I came to realize that the most inspiring, authentic design on the internet today comes from niche places.

As a designer, I’ve been following the herd for quite some time, as I used to observe the big-corps as role models. Whether I had to design a simple UI element, a marketing website, or search for inspiration—I've always returned to the same old and familiar places. Big Tech, best practices, pattern galleries. You know—the us(ual).

Popular products of tech giants we all know not only dominate the web, but they also stand as a dogma in the field of product design, serving as trendsetters.

Indeed tech has shaped our lives for a long time now. In the context of design, it played a significant role in forming the product design community as we know it today. The once-small community has grown into a genuine discipline: the importance of design has increased, designers are given a mandate in organizations, and we even got our title battles.

We should have reached our destination by now.

But once a culture matures, it starts to develop its bad habits. Throughout the years, some voices have criticized1 the state of the design community, claiming that it has lost its creativity: designers aim for eyeballs, and websites have become too predictable.

I share the feeling that our design tools, aesthetics, and communities have hit a plateau. The golden age of product design has faded, ushering in an era of boredom:

"The world of apps – once an exciting canvas for creative exploration – has become repetitive, predictable and… boring."

Andy Allen, No more boring apps

Standardization isn’t exclusive to the design industry. It’s an inevitable outcome in any emerging field combined with a technology seeking for a purpose.

When was the last time we got excited about a new smartphone?

When a new field emerges, experiments and ideas flourish. Innovation is at its best. But then it becomes dense, saturated with many of the same. Guidelines are being written, and conventions are being established. Excitement turns into boredom.

Innovation declines when a new field arise

However, it’s been a couple of years since I've started to witness more and more products leaning in a different design direction. Often weird, distinct, and perhaps most noticeable, niche. I call it niche product design, and it usually reflects in products that are:

  • Opinionated by design
  • A small team/individual effort
  • Niche focused

Like in Yancey Strickler's The Dark Forest Theory Of The Internet, I feel I must escape from mainstream culture in my quest to find authenticity in design. The best gems are hidden in the remote corners of the internet galaxy.

Growth pains

Why then do we need to travel so far away?

I find growth to be a significant force, limiting design at any startup pursuing scale. And while G-R-O-W-T-H is the holy grail in the industry, it has paradoxically become its Achilles heel.

The reality of common product design today is similar to the media industry. To reach a loftier number of audience (AKA rating), content is deliberately made simple and superficial, aiming to the lowest common denominator. As a result, the same trends, ideas, and practices are all over the place.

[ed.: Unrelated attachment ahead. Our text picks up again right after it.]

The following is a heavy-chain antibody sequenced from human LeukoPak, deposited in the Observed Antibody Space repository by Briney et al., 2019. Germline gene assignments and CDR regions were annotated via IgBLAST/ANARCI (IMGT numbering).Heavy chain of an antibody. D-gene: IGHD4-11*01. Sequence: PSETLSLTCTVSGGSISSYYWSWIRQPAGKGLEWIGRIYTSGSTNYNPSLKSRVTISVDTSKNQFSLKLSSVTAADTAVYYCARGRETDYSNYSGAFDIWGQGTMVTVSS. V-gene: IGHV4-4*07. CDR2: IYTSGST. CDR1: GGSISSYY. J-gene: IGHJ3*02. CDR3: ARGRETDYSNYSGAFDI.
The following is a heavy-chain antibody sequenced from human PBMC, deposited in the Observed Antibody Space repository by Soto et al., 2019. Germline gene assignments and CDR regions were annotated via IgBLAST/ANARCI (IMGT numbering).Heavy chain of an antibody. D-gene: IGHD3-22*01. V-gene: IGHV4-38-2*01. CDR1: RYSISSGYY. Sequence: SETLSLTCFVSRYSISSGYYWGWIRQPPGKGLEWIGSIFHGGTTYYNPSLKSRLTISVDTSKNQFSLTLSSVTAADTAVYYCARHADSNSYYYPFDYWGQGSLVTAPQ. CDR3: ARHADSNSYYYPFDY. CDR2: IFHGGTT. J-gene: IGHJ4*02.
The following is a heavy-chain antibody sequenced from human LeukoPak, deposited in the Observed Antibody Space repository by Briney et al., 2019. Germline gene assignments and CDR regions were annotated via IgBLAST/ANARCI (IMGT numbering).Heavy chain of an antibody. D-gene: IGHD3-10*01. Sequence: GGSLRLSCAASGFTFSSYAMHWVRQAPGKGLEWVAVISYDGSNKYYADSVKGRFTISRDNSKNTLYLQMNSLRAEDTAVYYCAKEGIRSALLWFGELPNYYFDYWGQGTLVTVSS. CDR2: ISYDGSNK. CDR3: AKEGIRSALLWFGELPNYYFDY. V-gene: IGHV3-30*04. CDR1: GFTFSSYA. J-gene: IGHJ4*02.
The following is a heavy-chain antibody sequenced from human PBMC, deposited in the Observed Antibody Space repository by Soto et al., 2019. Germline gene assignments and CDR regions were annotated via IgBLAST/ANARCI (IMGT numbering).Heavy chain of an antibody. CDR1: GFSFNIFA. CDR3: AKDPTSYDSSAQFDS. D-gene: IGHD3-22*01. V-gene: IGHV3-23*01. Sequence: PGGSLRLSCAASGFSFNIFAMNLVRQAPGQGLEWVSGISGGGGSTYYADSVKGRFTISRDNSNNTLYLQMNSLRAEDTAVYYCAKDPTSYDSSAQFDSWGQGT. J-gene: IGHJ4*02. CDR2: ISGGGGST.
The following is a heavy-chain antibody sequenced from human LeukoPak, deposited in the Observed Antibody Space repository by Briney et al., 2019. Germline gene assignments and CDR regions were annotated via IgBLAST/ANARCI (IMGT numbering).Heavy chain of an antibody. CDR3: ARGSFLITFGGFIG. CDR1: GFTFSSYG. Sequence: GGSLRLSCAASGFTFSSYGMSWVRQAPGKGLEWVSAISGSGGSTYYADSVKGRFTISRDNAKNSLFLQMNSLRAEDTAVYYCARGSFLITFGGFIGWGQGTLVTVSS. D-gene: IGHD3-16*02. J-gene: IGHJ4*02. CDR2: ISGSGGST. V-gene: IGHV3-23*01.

There’s this idea of smallness described by Ben Pieratt where he shared a retrospect on building his startup Svpply.

It has been stuck in my head ever since I stumbled upon it:

"We lost our soul and growth was slow and I failed to raise a Series A investment round and Ebay."

As companies grow, they gradually move from a state of fan-only to a state of a product for everyone. During this transition, dramatic changes occur, as the drive to satisfy more audiences and increase revenue. But eventually, this shift harms the core of the product. It becomes scattered, and the brand turns into a gigantic octopus, leaving people questioning its purpose and values.

The magic slowly fades away.

In a world that glorifies soaring revenues and celebrates the highest possible achievement of mankind—unicorns, it’s no wonder why generations of founders follow this path.

What if companies remained in the fan-only mode? I claim we would see not only great design evolve but also thriving small giants—businesses that aim for mojo instead of growth.

Where to look

Maybe it's just my perspective on the startup world that has substantially shifted, but looking at startups with more humble, realistic eyes has gotten me to discover the calmer world of tech. Bootstrappers, indie-makers, and even traditionally semi-funded companies challenge the status quo in product design.

It seems like businesses that pursue authenticity instead of growth at all costs are naturally in a position that allows a rare type of freedom. It’s the kind of freedom that lets, or even forces builders to break from corny design trends and patterns—where innovation happens.

It would be a shame to claim that established startups or large corporates don't invest in or aspire for exceptional design, but when decisions are influenced by financial considerations and stakeholder’s opinions, risk-taking, and innovation become constrained.

Builders who embrace the so-called indie/bootstrapped mentality remove themselves from the equation. Suddenly they’re out of the maniac race of competition, hypergrowth, and other famous startup evils.

Luckily, the World Wide Web is still Wide enough to discover new exciting stuff. And as designers, we don’t need to search far away. Our relative developer’s community is a great example of a thriving community where new technologies constantly arise, and open-source projects blossom.

Here are some of my favorite niche product design:

New Comment
1 comment, sorted by Click to highlight new comments since: